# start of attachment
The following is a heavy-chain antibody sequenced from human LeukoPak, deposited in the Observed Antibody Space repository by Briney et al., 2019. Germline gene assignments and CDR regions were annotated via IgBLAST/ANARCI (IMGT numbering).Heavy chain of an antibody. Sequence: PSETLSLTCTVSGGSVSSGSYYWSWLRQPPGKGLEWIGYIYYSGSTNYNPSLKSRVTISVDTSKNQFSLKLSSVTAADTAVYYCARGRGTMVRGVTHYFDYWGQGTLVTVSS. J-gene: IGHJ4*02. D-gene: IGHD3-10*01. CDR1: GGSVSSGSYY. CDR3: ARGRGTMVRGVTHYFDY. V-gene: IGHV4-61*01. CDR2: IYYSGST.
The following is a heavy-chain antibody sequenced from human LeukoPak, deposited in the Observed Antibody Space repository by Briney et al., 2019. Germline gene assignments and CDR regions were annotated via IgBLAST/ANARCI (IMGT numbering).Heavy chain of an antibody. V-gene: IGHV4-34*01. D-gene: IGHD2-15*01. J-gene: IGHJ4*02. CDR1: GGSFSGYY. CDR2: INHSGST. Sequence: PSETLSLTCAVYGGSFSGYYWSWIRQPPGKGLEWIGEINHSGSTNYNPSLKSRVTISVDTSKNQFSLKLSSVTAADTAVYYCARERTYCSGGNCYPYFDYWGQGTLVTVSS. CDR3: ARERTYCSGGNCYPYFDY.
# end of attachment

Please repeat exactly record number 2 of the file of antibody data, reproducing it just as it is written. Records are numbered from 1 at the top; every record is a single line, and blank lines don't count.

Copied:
The following is a heavy-chain antibody sequenced from human LeukoPak, deposited in the Observed Antibody Space repository by Briney et al., 2019. Germline gene assignments and CDR regions were annotated via IgBLAST/ANARCI (IMGT numbering).Heavy chain of an antibody. V-gene: IGHV4-34*01. D-gene: IGHD2-15*01. J-gene: IGHJ4*02. CDR1: GGSFSGYY. CDR2: INHSGST. Sequence: PSETLSLTCAVYGGSFSGYYWSWIRQPPGKGLEWIGEINHSGSTNYNPSLKSRVTISVDTSKNQFSLKLSSVTAADTAVYYCARERTYCSGGNCYPYFDYWGQGTLVTVSS. CDR3: ARERTYCSGGNCYPYFDY.